If there is an elite among the hunting fraternity, it is the hunters of wild sheep. Found at high elevations in some of the wildest mountain ranges on Earth, various species of sheep are pursued by a dedicated few. Bill Hanlon, of Sparwood, British Columbia, is one of them. His home province contains three of four North American wild sheep species: stone sheep, Dall sheep and Rocky Mountain bighorn sheep. He has been successful in hunting all three.
While hunting licenses for stone sheep and bighorns can be purchased over the counter in B. C., Dall sheep tags are only available by lottery drawing. In 1999, Hanlon and two friends, Warren Ward and Mike Roch, drew tags for Dall sheep in the 2.4 million acre Tatshenshini-Alsek Provincial Wilderness Park in the northwestern corner of the province, which combined with the Wrangle-St. Elias and Glacier Bay National Parks in Alaska and Kluane National Park in Yukon encompass the largest protected area in the world and is an UNESCO World Heritage Site. They planned a 10-day backpack hunt in roadless, wilderness mountains—a world of rock and ice.
The hunt went well. Two of the hunters shot their rams and they were looking for a third. They were walking along a glacier, above the treeline, when one of the hunters found a stick and then another.
“Finding these artifacts, we knew someone had been there before us,” Hanlon said.
Looking more closely at their find, they realized that “someone” had been there long ago. The sticks appeared to fit together forming a long staff or pole. Studying the wall of glacial ice, Ward spotted something.
“I think I see the person who lost all this stuff,” he told his companions.
There, in the ice, was a mummified body. The hunters knew they had made an archaeological discovery. When they returned from the hunt, they reported the mummy and turned over the artifacts they found to the Yukon Berengia Interpretative Center. Professional archaeologists then reached out to the local Champagne and Aishihik First Nations, beginning a respectful, collaborative effort to recover and study the mummy. First Nation representatives agreed to allow archaeologists to study the mummy for a year, then it would be returned to them.
The importance of the discovery was soon apparent. Radio-carbon dating of the artifacts placed the age of the body between 300 and 550 years, making it the oldest human remains discovered in the Americas. It was also the second glacial mummy discovered in the world, following Otzi the Iceman, circa 3,300 B.C., found in the Alps in 1991.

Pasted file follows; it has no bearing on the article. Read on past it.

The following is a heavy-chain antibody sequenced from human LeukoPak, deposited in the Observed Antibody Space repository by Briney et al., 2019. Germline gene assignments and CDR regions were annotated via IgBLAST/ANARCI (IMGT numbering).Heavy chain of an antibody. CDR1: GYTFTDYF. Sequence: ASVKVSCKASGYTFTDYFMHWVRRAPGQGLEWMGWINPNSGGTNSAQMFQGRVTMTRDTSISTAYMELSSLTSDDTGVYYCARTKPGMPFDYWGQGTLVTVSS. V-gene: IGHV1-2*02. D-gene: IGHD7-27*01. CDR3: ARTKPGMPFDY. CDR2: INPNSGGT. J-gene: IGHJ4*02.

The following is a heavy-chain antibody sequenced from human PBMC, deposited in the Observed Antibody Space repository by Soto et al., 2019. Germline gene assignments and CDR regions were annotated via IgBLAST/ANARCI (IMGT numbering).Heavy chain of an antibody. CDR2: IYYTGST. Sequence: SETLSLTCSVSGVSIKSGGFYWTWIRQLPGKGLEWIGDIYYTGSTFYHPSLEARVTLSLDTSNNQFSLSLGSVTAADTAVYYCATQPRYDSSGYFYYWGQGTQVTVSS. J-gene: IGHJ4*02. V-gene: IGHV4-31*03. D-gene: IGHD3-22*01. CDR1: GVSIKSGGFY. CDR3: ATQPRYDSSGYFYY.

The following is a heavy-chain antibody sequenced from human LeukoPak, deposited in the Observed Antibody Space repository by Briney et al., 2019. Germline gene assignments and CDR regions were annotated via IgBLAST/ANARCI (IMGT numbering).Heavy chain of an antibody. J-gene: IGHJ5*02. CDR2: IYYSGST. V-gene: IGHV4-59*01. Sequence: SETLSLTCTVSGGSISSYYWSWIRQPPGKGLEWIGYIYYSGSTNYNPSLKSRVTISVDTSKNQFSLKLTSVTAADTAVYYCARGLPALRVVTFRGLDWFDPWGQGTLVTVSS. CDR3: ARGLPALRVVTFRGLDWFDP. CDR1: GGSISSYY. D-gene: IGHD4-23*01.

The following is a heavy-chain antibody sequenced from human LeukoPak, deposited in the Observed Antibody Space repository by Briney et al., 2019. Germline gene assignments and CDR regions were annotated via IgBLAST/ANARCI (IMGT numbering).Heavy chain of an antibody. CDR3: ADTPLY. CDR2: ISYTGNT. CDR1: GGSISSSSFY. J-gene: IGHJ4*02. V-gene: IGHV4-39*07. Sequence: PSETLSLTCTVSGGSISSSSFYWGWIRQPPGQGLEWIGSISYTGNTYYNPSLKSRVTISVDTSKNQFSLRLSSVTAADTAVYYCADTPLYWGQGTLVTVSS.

The mummy was well-preserved, so scientists were able to learn much about the man. Pollen in his clothing, made from the pelts of Arctic ground squirrels, revealed that he was travelling in the summer. Although he was about 50 miles inland, his stomach was filled with seafood, indicating that he was travelling from the ocean. He was determined to bea Tlingit, about 20 years old and about five feet, eight inches tall. Although the body was dismembered by the shifting ice, there was no sign of trauma to suggest he had encountered a calamity, such as falling into a crevasse. More likely, he was caught in inclement weather in the high country and died of hypothermia.
The tribal people named him Kwäday Dän Ts’ìnchi, which means “Long Ago Person Found.” Remarkably, mitochondrial DNA testing found 17 living maternal relatives among the local people. All but two were members of the Wolf Clan, suggesting so, too, was Kwäday Dän Ts’ìnchi. His remains were cremated and scattered over the glacier where he was found.
The fortuitousness of the discovery almost seems as if it was meant to be. The year 1999 was then the warmest on record, so the mummy was released from its tomb of ice. Had it not been discovered by the hunters it would have decomposed or been torn apart by ever-present predators. The hunters were in the right place at the right time.
Hanlon has since returned to the site of the discovery three times since 1999. The second trip was in 2003, when he and Roch were lucky enough to draw Dall sheep tags on their first attempt, allowing them to hunt the country again and pay their respects to Kwäday Dän Ts’ìnchi. He later accompanied a prominent ethnobiologist who studied the remains to the site. In 2014, he made a fourth trip with adventure writer Jon Turk. Hanlon said 1999 was the first record-setting warm year, but that the warming climate “has been breaking records ever since.” The glacier where the mummy was found has significantly receded during the last two decades.
Hanlon continues to hunt and is involved in the protection of wild places and the hunting heritage. He is co-chair of the British Columbia chapter of Backcountry Hunters and Anglers and sits on the North American Board of Directors. He is also the co-founder and chair of the Hornaday Wilderness Society, a wilderness advocacy group in the Elk River Valley where he lives. William T. Hornaday was an early pioneer of the wildlife conservation movement who is credited with saving wild bison from extinction.
Hanlon is a classic hunter, who prefers to travel by foot or horseback in wilderness areas. He believes hunting should be physically challenging and respectful to the land and the hunted animal. At times he carries an old rifle chambered in .303 Savage, a caliber used by historic hunters such as Hornaday. He believes this approach to hunting was what led him and his companions to the discovery of Kwäday Dän Ts’ìnchi. Of the discovery, a Tlingit elder once told him, “You are hunters of right heart and spirit.”
Hanlon said he has never received a higher compliment than the elder’s words.